This book is about the Mudville baseball team, who is doing poorly at their baseball game – but then Casey steps up to bat! This book takes Ernest Thayer’s poem (originally published in 1888 for the San Francisco Examiner) but Gerald Fitzgerald’s illustrations bring this story to life.
This is an excellent book that could be used to teach about poetry, especially to younger grades (K – 4).
Mr. Popper’s Penguins (1938), written by Richard and Florence Atwater and illustrated by Robert Lawson, is a Newbery Honor Book. Black and white line illustrations accompany each chapter of this delightful book.
Mr. Popper paints houses, but he dreams of going on adventures to the poles of the earth. When he writes a letter to a Antarctic explorer, he receives a surprise package in the mail: a penguin! Soon, Mr. Popper has a family of penguins that he and his family train and tour all over the country.
This book could be read by a second or third grade student. It would be an excellent story to read aloud as a class. Several themes such as the Antarctic, habitats, or climates could be pulled out to incorporate it into a unit. Certain chapters could also facilitate activities such as economics.
A Wordless Adventure!
This wordless book takes its readers on a journey through the imagination of a young girl. Aaron Becker’s uses a combination of pen and ink and watercolor wash to illustrate the fine details of many different landscapes. The young girl’s adventure begins when she uses a red marker to draw a magical door on her bedroom wall. As she journeys through a forest she is stopped by a river. Using her imagination, the young girl draws a boat to help her float down the river. The plot sequentially flows into various other predicaments. Throughout the journey, Becker provokes a sense of wonder in his readers; “What will the young girl draw next?” It is no wonder that Journey was a 2014 Caldecott Honor Book. Anyone can be inspired by this young girl’s kindness and creativity.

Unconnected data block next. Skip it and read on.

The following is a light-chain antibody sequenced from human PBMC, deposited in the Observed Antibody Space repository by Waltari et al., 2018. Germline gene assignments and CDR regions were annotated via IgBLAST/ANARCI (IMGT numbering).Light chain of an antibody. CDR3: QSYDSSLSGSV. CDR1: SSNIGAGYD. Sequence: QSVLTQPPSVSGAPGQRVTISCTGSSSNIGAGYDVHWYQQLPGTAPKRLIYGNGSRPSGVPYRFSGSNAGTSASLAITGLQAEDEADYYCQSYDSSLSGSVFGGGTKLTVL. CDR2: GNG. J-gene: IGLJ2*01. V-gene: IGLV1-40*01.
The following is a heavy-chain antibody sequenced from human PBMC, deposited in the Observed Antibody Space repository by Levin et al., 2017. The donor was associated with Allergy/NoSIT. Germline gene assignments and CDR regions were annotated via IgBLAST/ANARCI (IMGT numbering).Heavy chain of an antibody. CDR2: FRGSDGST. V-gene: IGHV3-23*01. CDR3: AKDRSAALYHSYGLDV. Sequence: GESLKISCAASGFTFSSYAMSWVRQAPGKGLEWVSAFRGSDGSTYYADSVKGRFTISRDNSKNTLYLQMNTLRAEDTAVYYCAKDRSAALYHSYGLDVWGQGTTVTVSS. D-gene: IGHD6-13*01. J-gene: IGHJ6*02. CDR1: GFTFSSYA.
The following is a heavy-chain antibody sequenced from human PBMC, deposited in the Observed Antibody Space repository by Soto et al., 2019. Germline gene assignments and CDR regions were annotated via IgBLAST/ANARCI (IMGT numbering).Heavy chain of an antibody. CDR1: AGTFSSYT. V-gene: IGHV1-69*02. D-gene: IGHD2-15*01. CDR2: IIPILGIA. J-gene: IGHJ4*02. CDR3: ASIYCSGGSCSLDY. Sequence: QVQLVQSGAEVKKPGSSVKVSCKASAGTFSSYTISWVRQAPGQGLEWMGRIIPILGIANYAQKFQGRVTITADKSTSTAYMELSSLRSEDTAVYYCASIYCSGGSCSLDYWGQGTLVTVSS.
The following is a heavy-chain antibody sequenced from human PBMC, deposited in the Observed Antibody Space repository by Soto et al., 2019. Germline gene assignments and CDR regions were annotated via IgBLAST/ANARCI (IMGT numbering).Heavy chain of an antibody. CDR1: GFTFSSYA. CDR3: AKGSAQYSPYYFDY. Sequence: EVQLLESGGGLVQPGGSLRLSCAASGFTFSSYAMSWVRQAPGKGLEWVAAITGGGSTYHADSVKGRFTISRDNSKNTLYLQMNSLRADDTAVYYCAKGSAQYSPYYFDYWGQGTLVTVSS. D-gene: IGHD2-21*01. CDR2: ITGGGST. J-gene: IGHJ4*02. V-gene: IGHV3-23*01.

I would recommend this text for any teacher in grades K-4. It would be a great supplementary text to inspire student’s writing skills by discussing the power of imagination and the need for plot sequencing.
Age: Grades K-4
Honors: Caldecott Honor Book
The winner of the 1989 Newbery Medal, Joyful Noise: Poems for Two Voices was written by Paul Fleischman and illustrated by Eric Beddows.
Each of the fourteen poems is about a different insect, from moths to digger wasps to cicadas, and all are meant to be read aloud. Divided into two columns, the poems require two simultaneous readers, each with their own part. The resulting harmony or cacophony is, in some places, evocative of the sounds the bugs make, or adds to the humorous tone of the poem. The book is full of beautiful black and white pencil sketches of the different insects.
This book of poetry would be a great addition to an insect unit, or a cross-curricular activity linking science, drama, and literature. Since they are meant to be read aloud, this would be a great introduction for students who have never performed in front of an audience before. With many excellent descriptive words, it would also be a great vocabulary building exercise for students in 3rd, 4th, or 5th grade.
This delightful story by Susan Wojciechowski, beautifully illustrated by P.J. Lynch, tells of a widow and her son who have lost their treasured carved nativity scene and ask the talented, though gloomy, local carpenter if he can make them another just like it. But will it look the same? And will it be finished by Christmas?